Sometimes in France, a woman dwelt,
Whose husband being dead:
Within a yeere, or somwhat more,
An other did her wed.
This good wife had of wealth great store,
Yet was her wit but thin:
To shew what happe to her befell,
My Muse doth now begin.
It chaunced that a scholler poore,
Attirde in course aray,
To see his friends that dwelt farre thence,
From Paris tooke his way:
The garments were all rent and torne
Wherwith this wight was clad:
And in his purse, to serue his neede,
Not one deneere he had:
Hee was constrainde to craue the almes,
Of those which oft would giue,
His needy and his poore estate
With some thing to relieue.
This scholler on a frostie morne,
By chaunce came to the doore:
Of this old silly womans house,
Of whome wee spake before.
The husband then was not at home,
Hee craueth of the dame:
Who had him in, and gaue him meate,
And askt from whence hee came.
I came (quoth hee) from Paris towne,
From Paradise (quoth she)
Men call that Paradise the place,
Where all good soules shalbe.
Cham zure my vurst goodman is dere,
Which died this other yeere:
Chould geue my friend a good gray groate,
Some newes of him to heare.
Hee saw shee did mistake his wordes,
And thought to make some glee:
And saide, your husband is in health,
I lately did him see.
Now by my troth (quoth shee) cham glad,
Good scholler doe declare:
Was not hee wroth, because I sent
Him from this world so bare?
In deede (quoth he) he was disppleasd,
And thought it farre vnmeete,
You hauing all to send him hence,
With nothing but a sheete.
(Quoth shee) good scholer, let me know,
When thou returnst agayne,
Hee answerd, Dame I will be there,
Within this weeke or twayne.
Shee sayde, my friend if that iche durst
Presume to be so bolde,
Chould pray thee carrie him some clothes,
To keepe him from the colde.
Hee saide he woulde with all poste haste,
Into the towne shee hies,
Hat, doublet, shert, coate, hose and shoes.
Shee there for husband buyes,
Shee praying him in earnest sorte,
It safely to conuey,
Did geue him money in his purse,
And so he went his way,
Not halfe of halfe an howre was past,
Ere husband hers was come,
What newes shee heard from Paradise,
Shee tolde him all and some.
And farther did to him declare,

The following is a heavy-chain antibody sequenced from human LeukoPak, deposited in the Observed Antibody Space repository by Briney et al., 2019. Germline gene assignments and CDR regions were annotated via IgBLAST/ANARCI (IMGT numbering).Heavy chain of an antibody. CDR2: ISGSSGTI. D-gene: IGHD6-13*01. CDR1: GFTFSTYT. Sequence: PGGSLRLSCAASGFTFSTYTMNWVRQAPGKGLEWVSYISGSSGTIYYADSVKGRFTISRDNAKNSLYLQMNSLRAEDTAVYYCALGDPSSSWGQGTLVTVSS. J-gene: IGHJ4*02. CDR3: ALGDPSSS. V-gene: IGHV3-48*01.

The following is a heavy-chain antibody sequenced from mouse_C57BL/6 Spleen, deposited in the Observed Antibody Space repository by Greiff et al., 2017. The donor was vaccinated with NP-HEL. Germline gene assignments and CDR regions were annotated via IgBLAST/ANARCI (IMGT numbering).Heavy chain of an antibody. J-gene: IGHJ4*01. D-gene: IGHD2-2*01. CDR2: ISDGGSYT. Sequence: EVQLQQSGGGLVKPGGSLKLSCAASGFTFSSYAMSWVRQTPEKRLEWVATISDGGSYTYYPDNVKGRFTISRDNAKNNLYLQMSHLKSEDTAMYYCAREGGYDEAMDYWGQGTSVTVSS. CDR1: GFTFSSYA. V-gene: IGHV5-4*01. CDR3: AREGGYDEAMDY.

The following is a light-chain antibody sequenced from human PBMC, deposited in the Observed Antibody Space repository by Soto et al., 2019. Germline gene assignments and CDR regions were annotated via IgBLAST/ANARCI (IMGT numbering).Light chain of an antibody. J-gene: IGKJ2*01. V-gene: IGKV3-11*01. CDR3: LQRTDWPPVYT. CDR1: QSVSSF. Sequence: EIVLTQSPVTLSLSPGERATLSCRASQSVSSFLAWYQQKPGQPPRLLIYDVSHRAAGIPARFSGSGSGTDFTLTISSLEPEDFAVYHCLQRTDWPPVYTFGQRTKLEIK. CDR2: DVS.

What token shee had sent,
Whereat her husband waxed wroth,
And woondrous ill content.
He calde her sotte, and doating foole,
And after him doth ride,
The Scholler was within a Hedge,
And him a farre espide.
Hee was afrayde, and downe doeth fling
His fardell in a dike,
The man came neere, and askt him newes,
Of one whom hee did seeke.
That bare a fardell at his backe,
The scholler musde a while,
Then answearing, said, such one I saw,
Passe ouer yonder style.
With hasty speede he downe alightes,
And doth the scholler pray,
Till he the man had ouertane,
So long the horse to stay.
Untill hee passed out of sight,
Full still the scholer bides,
Who taking then his fardell on
His horse, away he rides.
When he returnd and saw himselfe,
By scholer flouted so,
Your selues may iudge what cheere he made,
If he were wroth or no.
He sware I thinke a hundred oathes,
At length per mundum toots,
For that he had no shoes to weare,
Martch homewardes in his bootes.
His wife did meete him at the doore.
Hayee cought man? (quoth shee)
No Dame (he sayde) he caught my horse:
The Diuel take him and thee.
With that shee laught, and clapt her hands,
And sayde cham glad ich sweare,
For nowe he hath a horse to ride,
He wilbe quickly there.
When that her husband well had wayde,
That remedy there was none,
He takes his fortune in good parte,
And makes no farther mone.
Now whether that this honest wife,
Did loue her first good man,
To such as shall peruse this tale,
The case I leaue to scan.
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